Open letter to the BigDig : Time to rethink bicycle access on surface streets

Open letter to the BigDig : Time to rethink bicycle access on surface streets
by Jeff Rosenblum, co-founder LivableStreets Alliance

Click here for a printable PDF of this letter.

21 November 2007

Michael Lewis, Director Central Artery Tunnel Project
Massachusetts Turnpike Authority
10 Park Plaza, Suite 4160
Boston Massachusetts 02116

Re: In Honor of Ted Hamann – better bike/ped accommodation on CA/T streets

Dear Mr. Lewis:

On May 10, 2000, 150 people attended the second of three “corridor-wide” public meetings on the future of the surface artery. Among them was Ted Hamann, a long-time urban bicycle and pedestrian advocate. According to Thomas Palmer in the Globe (“Planners Take A 3-Hour Virtual Trip Down the Surface Artery”, 05/15/2000), Hamann noted that while there are plenty of sidewalks, there is no bike path designed on the Surface Artery. “[Bicycles] are not allowed in the Ted Williams Tunnel. They won't be allowed in the underground Artery. So what is the Big Dig doing for bikers?”

Palmer reported the response by then-spokesman Terry Brown: "We do allow for bikes in the central corridor, the whole length," he said. In both directions, "The right travel lane is going to be wider than it normally would be by several feet in order to permit bikes to share it with other traffic." He noted that Big Dig architect Fred Yalouris is putting together a map for bicyclists of the whole Central Artery project area, including bike lanes and, in the Charles River Basin, bike trails. "There's quite a lot of it. Bikes are a major part of this project."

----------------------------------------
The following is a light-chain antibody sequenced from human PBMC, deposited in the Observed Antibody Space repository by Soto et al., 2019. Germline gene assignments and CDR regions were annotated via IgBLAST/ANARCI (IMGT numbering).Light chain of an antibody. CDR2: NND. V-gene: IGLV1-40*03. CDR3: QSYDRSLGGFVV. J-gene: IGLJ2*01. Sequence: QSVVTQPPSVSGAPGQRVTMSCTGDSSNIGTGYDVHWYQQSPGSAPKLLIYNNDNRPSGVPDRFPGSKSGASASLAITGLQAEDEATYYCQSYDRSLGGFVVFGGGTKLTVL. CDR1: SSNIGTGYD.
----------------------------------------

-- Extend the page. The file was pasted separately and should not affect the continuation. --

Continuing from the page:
And a little bit of history (as reported by Palmer): In the 1991 state Environmental Affairs certificate permitting the Big Dig to be dug, Secretary Susan Tierney wrote, "I encourage participation with bicycle advocacy groups to determine the best means of accommodating bike travel along the Artery." And six months earlier, in a similar document, Tierney's predecessor wrote: "I also direct that more attention be paid to making the roadway accessible to bicyclists," and specifically that the state "provide for continuous pedestrian/bicycle paths along the entire length of the corridor." The 1995 Surface Transportation Action Forum (STAF) “Consensus Plan” says, “Provide a continuous shared bicycle lane through the corridor.”

Where are we today? While somewhat wide outside lanes exist on some stretches, conditions for cyclists on most of the streets designed as part of the Big Dig project is poor, with little attention to intersections and connectivity. (e.g., for the stretch that runs by Spaulding Rehabilitation Hospital, no wide lanes, no connection to the newly extended bicycle path.) Bicycle and pedestrian accommodation at Leverett Circle is poor, though this intersection cuts through the Charles River bike/ped path, and the Science Museum Bridge is an important gateway onto the Rose Kennedy Greenway. Bicycle parking is sparse or non-existent. The critical bicycle and pedestrian bridges promised as part of the Big Dig project are significantly delayed and at risk of being eliminated or reduced significantly in scope. The Cross-Roads Initiative has yet to incorporate best practices for bicycle accommodation into its streetscape designs.